Runner’s Knee - Overuse and Alignment are the Causes
Runner’s knee (Pattellofemoral Pain Syndrome, PFPS) is one of the most common running injuries. Thousands of runners experience it annually. Many non-runners do as well. Symptoms include a dull aching pain at and behind the kneecap, which often becomes more intense after a period of rest. Pain experienced by this common overuse injury can be magnified by walking up and down steps and hills or on uneven surfaces. It is more common in recreational runners than elite runners, and twice as prevalent in women than men. It can last a few weeks or bother you for years.
The main causes of runner's knee are:
- Overuse - Too much stress on the knee can trigger runner's knee, particularly if there is a sudden change in activity levels. The problem is caused by misalignment of parts of the knee joint.
- Imbalance – The misalignment of the knee joint can by caused by imbalance. There are two types of imbalance.
- Muscle Imbalance - When the muscles on the front of your leg are not as strong as the muscles in the rear, the stronger muscles pull your knee out of alignment and cause inflammation and pain.
- Functional Imbalance - This occurs when the biomechanics of your foot and ankle are flawed and the rest of your leg (and hips) suffer as a result. Correcting the biomechanics of the foot and ankle with insoles or orthotics can have a positive effect.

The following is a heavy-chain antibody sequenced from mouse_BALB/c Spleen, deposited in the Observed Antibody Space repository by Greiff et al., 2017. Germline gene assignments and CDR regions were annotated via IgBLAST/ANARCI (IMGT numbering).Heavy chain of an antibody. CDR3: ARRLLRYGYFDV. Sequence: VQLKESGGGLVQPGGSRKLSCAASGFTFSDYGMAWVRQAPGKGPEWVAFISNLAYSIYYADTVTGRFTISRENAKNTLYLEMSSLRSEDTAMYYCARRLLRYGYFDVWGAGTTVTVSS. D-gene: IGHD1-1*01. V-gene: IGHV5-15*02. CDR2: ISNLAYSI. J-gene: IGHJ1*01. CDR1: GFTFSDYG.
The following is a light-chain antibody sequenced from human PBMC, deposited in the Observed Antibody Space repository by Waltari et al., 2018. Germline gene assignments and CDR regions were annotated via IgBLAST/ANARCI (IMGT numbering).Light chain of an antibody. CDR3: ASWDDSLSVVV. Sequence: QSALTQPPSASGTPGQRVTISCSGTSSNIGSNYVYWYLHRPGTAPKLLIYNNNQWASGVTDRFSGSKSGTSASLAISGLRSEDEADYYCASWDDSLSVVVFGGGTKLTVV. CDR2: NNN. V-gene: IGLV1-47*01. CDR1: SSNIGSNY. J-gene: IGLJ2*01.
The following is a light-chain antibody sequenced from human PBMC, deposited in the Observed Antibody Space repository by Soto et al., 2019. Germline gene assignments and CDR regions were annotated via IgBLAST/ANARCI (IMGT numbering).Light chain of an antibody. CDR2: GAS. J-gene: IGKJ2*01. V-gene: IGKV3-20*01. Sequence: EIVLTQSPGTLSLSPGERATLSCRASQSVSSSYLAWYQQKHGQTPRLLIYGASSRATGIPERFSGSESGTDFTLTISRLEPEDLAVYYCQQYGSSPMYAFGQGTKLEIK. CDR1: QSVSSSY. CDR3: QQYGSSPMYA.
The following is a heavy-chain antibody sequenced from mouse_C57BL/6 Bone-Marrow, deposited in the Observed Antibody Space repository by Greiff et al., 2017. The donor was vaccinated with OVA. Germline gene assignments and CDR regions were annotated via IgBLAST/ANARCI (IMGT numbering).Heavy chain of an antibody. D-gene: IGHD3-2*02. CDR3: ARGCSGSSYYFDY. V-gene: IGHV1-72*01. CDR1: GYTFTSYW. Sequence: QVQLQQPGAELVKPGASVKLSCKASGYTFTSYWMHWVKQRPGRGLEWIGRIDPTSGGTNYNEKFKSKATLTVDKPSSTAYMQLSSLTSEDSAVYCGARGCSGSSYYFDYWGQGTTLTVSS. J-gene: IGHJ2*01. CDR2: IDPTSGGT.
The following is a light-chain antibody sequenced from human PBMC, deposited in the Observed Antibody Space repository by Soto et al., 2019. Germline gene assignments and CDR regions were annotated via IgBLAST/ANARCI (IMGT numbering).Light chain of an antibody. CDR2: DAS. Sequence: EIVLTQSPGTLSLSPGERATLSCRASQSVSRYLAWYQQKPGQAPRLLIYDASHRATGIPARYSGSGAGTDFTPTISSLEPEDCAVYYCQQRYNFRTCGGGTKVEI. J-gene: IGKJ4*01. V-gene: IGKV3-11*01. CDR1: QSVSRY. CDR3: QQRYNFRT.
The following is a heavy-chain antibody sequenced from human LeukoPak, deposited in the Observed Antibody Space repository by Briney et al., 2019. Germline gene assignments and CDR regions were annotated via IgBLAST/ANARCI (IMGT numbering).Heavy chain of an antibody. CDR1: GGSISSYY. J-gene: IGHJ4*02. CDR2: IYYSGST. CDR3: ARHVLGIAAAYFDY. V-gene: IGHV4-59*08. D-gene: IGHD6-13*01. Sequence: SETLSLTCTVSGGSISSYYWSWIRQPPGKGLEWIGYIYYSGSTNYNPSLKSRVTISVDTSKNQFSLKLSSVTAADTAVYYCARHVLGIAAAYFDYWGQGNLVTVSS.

Treatment includes alleviating the symptoms and addressing the cause.
Runner's knee symptoms are most effectively treated with:
- Rest - Decrease the physical activity that taxed the knee joint.
- Ice - Apply ice to your knee to decrease the inflammation and pain.
- Compression - Support the knee with lightly-wrapped ace bandage.
- Elevation - Rest with your knee above your heart to help ease the pain.
Address the causes of runner’s knee to create a long-term solution:
- Overuse - Rest and decreased activity will help with a long-term cure.
- Muscular Imbalance - A physical therapist can suggest exercises that balance the strength in the muscles surrounding the knee joint. Stretching also minimizes the uneven pull of the muscles.
- Functional Imbalance - If foot biomechanics is a cause or partial cause of your knee pain, insoles or orthotics with strong arch support will help. They prevent the inward rotation of the knee that results from overpronation of the foot. Look for insoles that have a firm plastic or carbon fiber structure. Soft foam insoles do not provide the necessary support.
Recently there has been a waterfall of research published about orthotic insoles. The research shows a clear trend. Orthotic insoles can assist with alignment injuries and help prevent and treat runner's knee.
If you’re looking at orthotic insoles to help heal an injury, here are a few tips:
- Use orthotic insoles like a tool - Even though you picked the most comfortable orthotic insole, don’t overdo it! If you stick that insole in your shoe and run a marathon the next day, you’re at risk of injuring yourself again. Ease yourself into your new orthotic insoles. Wear them for a few hours to start, increasing the time gradually as your body adapts to a greater level of support.
- One size does not fit all - Though your best friend might rave about her new insoles, you need to find the pair that will fit your feet and needs. Feet and bodies are different; one-size-fits-all solutions rarely work.
A chart showing some of the better functional insoles is available on the Tread Labs site. We’d like to think that our wide array of sizing and 30-day fit guarantee offers a superior experience for people with runner’s knee. But maybe one of our competitors’ products fits you best. Whatever you choose, we hope that you’re able to walk and run pain free and enjoy the level of activity that you desire. If we can be of any assistance, please give us a call at (781) 435-0662.